often in the middle of an action sequence, in which your attention is on something else.

We did buy a much larger TV over Black Friday, so the UI is now much easier to read, and my girlfriend might even go back and play games like Monster Hunter: World and Assassin's Creed: Origins now that the TV is big enough to read the damned text on the screen.

It doesn't help that there is no way in-game to review any of the tutorial prompts that you may have missed, nor is there any way to view the controller mapping. There's a "Help" section in the pause menu that does contain a large amount of information, but that only helps if you know what you're looking for. If you couldn't read the tutorial prompt because you were busy in a gunfight or horse chase or whatever, then you're not going to know what you're even supposed to be looking for if you try to look it up. It's like opening up a dictionary, but not knowing what word you're trying to define. The controls for this game are very complicated, with lots of buttons being overloaded to multiple, context-sensitive commands, and with certain commands requiring that you hold multiple buttons. I'm constantly forgetting the controls for fist-fights, and I can never remember the dive/roll button for the life of me. It would be very nice to be able to pause the game and double-check the controls if you're coming back to the game after having not played for a few weeks or months, or if you come across a mechanic that hasn't been tutorialized or practiced yet.

It's hard to make out what many of these icons are supposed to represent.

This is further exacerbated by the use of tiny icons that are still hard to decipher on the 75-inch TV -- and were impossible to read on the 46-incher. Seriously, if you're playing on anything less than a 60-inch TV, you need hawk eyes to be able to read this stuff! Often, I would see one of the horse icons above my mini-map flash red with some un-discernible icon, and I had no idea what this icon meant. It was over the horse's health icon, and kind of looked like it might be a steak, so I tried feeding the horse, which did nothing. Besides, why would Rockstar use a steak icon to indicate that you need to feed a horse? Horses don't eat steak. After some digging online, I discovered that this icon maybe means that my horse is dirty, and I need to brush her or run her through water to clean her.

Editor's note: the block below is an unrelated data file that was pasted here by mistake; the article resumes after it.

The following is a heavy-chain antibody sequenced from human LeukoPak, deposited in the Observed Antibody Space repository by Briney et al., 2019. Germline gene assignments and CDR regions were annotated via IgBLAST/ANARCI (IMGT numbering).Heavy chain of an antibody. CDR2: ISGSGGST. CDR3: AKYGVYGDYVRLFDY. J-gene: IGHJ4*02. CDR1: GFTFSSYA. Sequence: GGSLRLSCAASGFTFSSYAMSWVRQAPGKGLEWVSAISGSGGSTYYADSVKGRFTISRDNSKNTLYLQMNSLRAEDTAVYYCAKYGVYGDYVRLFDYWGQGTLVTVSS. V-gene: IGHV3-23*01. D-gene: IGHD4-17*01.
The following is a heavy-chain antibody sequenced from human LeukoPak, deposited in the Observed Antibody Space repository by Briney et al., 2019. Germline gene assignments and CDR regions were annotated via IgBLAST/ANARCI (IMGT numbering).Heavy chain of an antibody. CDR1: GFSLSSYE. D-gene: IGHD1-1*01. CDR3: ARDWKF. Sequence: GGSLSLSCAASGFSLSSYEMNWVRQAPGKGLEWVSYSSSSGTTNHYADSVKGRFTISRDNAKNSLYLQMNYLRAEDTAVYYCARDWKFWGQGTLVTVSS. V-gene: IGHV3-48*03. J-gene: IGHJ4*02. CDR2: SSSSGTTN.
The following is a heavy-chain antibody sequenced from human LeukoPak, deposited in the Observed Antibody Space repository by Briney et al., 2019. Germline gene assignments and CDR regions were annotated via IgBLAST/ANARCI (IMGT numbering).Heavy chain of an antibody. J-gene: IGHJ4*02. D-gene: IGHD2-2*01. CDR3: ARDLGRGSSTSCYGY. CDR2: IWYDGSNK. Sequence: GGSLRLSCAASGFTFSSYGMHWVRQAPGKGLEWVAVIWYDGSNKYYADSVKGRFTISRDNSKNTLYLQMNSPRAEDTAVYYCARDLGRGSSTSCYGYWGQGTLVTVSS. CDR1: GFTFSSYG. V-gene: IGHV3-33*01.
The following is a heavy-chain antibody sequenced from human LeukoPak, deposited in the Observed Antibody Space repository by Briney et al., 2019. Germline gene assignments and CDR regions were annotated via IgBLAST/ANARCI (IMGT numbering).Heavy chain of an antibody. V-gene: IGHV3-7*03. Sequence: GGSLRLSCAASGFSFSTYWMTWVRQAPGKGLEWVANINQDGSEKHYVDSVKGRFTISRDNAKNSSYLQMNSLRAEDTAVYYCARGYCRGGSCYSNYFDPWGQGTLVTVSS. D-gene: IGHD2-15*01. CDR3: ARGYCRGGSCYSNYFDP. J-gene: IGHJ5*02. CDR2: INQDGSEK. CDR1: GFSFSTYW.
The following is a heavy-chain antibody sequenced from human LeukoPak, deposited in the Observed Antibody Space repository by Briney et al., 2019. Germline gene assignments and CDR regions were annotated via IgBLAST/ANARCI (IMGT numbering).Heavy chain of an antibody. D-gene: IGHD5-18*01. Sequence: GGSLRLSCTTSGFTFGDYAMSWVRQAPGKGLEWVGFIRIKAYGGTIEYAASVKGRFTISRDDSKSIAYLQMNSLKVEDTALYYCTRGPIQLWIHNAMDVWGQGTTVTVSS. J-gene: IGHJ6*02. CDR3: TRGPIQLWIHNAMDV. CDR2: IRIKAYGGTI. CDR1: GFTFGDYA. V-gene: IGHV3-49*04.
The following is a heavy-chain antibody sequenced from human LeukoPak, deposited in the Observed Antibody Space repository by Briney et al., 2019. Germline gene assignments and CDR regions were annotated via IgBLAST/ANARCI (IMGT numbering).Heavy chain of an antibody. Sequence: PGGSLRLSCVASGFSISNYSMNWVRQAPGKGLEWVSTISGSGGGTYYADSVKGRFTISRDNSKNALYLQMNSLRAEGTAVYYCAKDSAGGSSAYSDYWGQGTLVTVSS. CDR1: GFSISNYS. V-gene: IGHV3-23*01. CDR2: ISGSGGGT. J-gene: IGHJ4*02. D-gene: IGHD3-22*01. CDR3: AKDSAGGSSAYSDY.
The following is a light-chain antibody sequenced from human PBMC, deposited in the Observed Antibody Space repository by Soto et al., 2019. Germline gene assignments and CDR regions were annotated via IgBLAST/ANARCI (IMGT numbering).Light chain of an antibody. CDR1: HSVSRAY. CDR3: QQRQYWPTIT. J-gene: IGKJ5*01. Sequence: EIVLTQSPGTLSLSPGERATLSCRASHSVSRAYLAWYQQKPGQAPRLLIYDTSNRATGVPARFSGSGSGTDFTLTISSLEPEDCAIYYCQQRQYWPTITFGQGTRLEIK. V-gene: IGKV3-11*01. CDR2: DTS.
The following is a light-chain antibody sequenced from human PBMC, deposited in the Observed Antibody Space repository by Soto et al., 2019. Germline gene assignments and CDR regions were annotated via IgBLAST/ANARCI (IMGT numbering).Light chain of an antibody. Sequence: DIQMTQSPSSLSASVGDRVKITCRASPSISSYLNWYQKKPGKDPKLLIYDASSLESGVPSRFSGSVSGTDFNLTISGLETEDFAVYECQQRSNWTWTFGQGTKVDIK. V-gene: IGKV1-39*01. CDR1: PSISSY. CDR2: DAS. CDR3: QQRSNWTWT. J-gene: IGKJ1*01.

Similarly, in base camp, there are three icons in the top right corner that are tiny and un-discernible. They are supposed to represent the camps supplies: food, medicine, and ammunition (I think), but damn if I could tell which one is which. The glut of articles and forum topics explaining just what these icons mean tells me that I'm not the only one who had this problem.

Living in the game world

Once you get through the tutorials and start playing the game proper, you'll be rewarded with a massive, immaculately-detailed, and well-realized world that feels like a living, breathing place. Unlike many other open world games and RPGs, Red Dead Redemption 2's simulationist design truly provides a feeling of living within this world. There's a bevy of context-sensitive animations that make everything feel so organic and life-like, and which really help to immerse the player in this gritty, realistic setting.

The game world is immaculately constructed and detailed.

I've seen plenty of complaints about these time-consuming, laborious animations on the internet, and at first, I thought that I was going to loathe having my time wasted. I was all ready to draft up a review complaining about Rockstar being arrogant and over-indulgent. But as I played the game more, I have to say that I came to love them...

[More]

Tags:, , , , ,

Grid Clock Widget
12      60
11      55
10      50
09      45
08      40
07      35
06      30
05      25
04      20
03      15
02      10
01      05
Grid Clock provided by trowaSoft.

A gamer's thoughts

Welcome to Mega Bears Fan's blog, and thanks for visiting! This blog is mostly dedicated to game reviews, strategies, and analysis of my favorite games. I also talk about my other interests, like football, science and technology, movies, and so on. Feel free to read more about the blog.

Follow me on Twitter at: twitter.com/MegaBearsFan

Patreon

If you enjoy my content, please consider Supporting me on Patreon:
Patreon.com/MegaBearsFan

Without Gravity

And check out my colleague, David Pax's novel Without Gravity on his website!

Featured Post

Yes, you can MAYBE play Ace Combat 7 with an un-supported flight stick!Yes, you can MAYBE play Ace Combat 7 with an un-supported flight stick!03/14/2019 Some number of PC players may have booted up Namco/Bandai's recently-released Ace Combat 7 on PC, only to be disappointed to find that their preferred flight stick doesn't work with the game. Un-supported controllers apparently includes the very popular (and very expensive) Thrustmaster Warthog. This isn't a technical issue;...

Recent Posts

Random Post

‘Silent Hill: Shattered Memories’ just might reinvigorate the genre‘Silent Hill: Shattered Memories’ just might reinvigorate the genre08/16/2013 This review was originally published 06/21/2010 on Game Observer (now defunct as of 05/13/2014). It has been republished here for archival purposes. I originally tried to review this game in the shoes of an objective game critic instead of a Silent Hill fan. As such, I was far too generous to it. In the time since the game's...

Month List

RecentComments

Comment RSS